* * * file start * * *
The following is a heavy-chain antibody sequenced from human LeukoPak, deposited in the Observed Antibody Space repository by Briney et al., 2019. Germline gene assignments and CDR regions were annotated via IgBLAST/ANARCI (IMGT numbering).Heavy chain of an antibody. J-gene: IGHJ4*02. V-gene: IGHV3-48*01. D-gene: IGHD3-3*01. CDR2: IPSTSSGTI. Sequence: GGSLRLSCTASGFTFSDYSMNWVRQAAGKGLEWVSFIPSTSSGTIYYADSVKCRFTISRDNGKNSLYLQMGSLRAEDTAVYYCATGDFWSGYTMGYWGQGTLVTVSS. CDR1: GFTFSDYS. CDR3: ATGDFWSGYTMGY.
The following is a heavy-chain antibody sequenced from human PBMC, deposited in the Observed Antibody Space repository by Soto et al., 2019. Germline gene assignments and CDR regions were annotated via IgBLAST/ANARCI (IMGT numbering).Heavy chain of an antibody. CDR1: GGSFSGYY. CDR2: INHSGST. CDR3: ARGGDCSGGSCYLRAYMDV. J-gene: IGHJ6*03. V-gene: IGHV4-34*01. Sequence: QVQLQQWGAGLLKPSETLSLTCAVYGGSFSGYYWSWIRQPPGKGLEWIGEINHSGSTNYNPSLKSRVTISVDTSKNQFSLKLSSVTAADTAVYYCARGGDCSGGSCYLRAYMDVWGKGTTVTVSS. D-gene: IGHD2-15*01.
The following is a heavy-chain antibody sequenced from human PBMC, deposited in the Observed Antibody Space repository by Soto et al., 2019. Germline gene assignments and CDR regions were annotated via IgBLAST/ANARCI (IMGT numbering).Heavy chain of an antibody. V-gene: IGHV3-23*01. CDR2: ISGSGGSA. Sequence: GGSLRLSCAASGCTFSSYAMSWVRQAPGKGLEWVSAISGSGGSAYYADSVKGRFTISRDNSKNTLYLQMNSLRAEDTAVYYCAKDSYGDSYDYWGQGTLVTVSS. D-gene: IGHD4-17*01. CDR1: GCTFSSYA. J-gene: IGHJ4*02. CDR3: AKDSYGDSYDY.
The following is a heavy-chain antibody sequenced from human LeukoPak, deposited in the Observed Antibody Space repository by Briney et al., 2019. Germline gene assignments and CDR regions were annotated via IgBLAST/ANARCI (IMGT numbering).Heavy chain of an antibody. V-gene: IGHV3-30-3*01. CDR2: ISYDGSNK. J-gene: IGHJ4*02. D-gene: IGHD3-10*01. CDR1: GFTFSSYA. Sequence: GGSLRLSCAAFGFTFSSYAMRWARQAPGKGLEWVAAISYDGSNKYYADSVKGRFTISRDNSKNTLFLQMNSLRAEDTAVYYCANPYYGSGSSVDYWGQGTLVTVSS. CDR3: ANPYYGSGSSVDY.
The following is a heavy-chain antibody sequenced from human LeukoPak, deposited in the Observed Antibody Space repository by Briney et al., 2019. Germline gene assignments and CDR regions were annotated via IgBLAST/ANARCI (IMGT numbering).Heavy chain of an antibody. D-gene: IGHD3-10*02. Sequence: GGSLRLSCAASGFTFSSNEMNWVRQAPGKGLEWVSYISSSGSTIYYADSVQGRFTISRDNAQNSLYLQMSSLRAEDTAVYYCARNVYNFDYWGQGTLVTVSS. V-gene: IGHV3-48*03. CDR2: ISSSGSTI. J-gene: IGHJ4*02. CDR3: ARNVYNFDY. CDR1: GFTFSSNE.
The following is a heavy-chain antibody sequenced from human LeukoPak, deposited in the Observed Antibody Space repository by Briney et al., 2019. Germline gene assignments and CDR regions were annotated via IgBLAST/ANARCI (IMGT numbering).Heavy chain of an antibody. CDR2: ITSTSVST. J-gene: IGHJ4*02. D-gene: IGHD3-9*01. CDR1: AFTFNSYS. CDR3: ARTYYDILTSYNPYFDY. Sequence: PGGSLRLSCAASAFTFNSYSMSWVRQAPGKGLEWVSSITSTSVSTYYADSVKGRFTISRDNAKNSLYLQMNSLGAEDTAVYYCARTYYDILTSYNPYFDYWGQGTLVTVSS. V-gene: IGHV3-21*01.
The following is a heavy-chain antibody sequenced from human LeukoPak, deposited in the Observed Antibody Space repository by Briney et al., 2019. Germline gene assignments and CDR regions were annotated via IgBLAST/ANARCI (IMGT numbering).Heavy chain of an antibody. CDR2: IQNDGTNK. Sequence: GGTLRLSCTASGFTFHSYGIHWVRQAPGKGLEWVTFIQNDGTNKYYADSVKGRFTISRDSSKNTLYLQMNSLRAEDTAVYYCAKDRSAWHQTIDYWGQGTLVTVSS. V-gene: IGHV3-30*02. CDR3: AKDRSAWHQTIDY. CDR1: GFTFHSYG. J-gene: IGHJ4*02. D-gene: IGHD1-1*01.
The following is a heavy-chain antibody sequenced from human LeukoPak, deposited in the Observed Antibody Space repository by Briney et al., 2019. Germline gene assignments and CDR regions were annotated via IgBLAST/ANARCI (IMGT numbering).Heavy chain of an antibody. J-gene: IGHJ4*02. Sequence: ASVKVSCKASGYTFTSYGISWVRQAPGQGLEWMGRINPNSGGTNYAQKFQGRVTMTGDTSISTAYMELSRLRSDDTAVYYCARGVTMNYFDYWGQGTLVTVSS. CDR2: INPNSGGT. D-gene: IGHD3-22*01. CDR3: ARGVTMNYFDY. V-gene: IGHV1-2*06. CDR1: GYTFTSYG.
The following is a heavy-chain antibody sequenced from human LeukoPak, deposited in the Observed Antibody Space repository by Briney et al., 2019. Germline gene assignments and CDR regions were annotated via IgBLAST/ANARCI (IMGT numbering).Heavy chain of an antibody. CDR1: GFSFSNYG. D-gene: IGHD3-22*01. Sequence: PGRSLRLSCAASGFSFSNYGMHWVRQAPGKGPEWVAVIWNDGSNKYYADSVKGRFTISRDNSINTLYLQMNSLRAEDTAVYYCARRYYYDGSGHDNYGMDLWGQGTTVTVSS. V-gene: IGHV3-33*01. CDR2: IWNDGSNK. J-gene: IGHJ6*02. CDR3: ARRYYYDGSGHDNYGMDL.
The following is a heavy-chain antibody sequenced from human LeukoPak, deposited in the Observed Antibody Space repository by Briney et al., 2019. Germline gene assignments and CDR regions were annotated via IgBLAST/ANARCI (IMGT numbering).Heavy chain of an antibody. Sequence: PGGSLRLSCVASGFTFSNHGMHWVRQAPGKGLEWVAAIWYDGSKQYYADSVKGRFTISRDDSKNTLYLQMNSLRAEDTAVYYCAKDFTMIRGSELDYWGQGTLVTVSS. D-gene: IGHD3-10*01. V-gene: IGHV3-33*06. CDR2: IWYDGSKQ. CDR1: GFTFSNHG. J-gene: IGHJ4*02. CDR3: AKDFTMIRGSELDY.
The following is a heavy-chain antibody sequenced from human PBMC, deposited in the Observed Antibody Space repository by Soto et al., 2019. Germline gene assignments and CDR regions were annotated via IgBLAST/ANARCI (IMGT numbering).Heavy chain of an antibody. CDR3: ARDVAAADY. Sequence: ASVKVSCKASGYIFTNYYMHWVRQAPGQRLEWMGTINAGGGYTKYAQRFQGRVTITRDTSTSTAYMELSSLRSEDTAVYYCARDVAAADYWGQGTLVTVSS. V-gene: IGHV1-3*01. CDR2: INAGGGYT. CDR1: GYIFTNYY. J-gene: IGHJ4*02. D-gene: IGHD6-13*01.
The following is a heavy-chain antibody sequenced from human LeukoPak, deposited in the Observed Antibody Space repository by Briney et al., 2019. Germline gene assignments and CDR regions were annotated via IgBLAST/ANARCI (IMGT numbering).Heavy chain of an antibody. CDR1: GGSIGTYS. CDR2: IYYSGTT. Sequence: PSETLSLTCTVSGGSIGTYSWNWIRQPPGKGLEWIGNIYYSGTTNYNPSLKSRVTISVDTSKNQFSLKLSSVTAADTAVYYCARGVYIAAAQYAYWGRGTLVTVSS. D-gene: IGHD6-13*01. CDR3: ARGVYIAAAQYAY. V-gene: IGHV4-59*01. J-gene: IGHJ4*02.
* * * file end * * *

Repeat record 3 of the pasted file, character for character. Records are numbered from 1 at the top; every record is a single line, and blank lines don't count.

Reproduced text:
The following is a heavy-chain antibody sequenced from human PBMC, deposited in the Observed Antibody Space repository by Soto et al., 2019. Germline gene assignments and CDR regions were annotated via IgBLAST/ANARCI (IMGT numbering).Heavy chain of an antibody. V-gene: IGHV3-23*01. CDR2: ISGSGGSA. Sequence: GGSLRLSCAASGCTFSSYAMSWVRQAPGKGLEWVSAISGSGGSAYYADSVKGRFTISRDNSKNTLYLQMNSLRAEDTAVYYCAKDSYGDSYDYWGQGTLVTVSS. D-gene: IGHD4-17*01. CDR1: GCTFSSYA. J-gene: IGHJ4*02. CDR3: AKDSYGDSYDY.